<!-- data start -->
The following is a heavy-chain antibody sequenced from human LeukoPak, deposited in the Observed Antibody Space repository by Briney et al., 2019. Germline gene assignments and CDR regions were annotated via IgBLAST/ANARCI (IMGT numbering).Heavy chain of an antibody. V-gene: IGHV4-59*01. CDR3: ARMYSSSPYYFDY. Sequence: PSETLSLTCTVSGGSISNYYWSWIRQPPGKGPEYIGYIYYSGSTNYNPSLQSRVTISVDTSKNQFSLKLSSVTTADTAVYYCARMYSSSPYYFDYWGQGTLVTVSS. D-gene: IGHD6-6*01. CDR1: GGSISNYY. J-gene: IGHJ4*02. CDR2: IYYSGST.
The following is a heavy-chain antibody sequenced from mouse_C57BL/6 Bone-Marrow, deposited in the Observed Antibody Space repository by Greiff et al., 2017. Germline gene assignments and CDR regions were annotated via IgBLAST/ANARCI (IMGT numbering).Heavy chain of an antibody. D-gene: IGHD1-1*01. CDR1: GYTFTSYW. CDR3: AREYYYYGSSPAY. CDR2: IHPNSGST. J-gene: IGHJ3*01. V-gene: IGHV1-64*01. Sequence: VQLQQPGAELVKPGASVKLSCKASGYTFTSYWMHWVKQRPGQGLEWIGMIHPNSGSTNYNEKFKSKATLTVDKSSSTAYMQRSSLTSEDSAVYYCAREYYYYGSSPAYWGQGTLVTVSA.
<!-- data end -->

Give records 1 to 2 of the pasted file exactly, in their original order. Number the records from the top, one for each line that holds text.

The following is a heavy-chain antibody sequenced from human LeukoPak, deposited in the Observed Antibody Space repository by Briney et al., 2019. Germline gene assignments and CDR regions were annotated via IgBLAST/ANARCI (IMGT numbering).Heavy chain of an antibody. V-gene: IGHV4-59*01. CDR3: ARMYSSSPYYFDY. Sequence: PSETLSLTCTVSGGSISNYYWSWIRQPPGKGPEYIGYIYYSGSTNYNPSLQSRVTISVDTSKNQFSLKLSSVTTADTAVYYCARMYSSSPYYFDYWGQGTLVTVSS. D-gene: IGHD6-6*01. CDR1: GGSISNYY. J-gene: IGHJ4*02. CDR2: IYYSGST.
The following is a heavy-chain antibody sequenced from mouse_C57BL/6 Bone-Marrow, deposited in the Observed Antibody Space repository by Greiff et al., 2017. Germline gene assignments and CDR regions were annotated via IgBLAST/ANARCI (IMGT numbering).Heavy chain of an antibody. D-gene: IGHD1-1*01. CDR1: GYTFTSYW. CDR3: AREYYYYGSSPAY. CDR2: IHPNSGST. J-gene: IGHJ3*01. V-gene: IGHV1-64*01. Sequence: VQLQQPGAELVKPGASVKLSCKASGYTFTSYWMHWVKQRPGQGLEWIGMIHPNSGSTNYNEKFKSKATLTVDKSSSTAYMQRSSLTSEDSAVYYCAREYYYYGSSPAYWGQGTLVTVSA.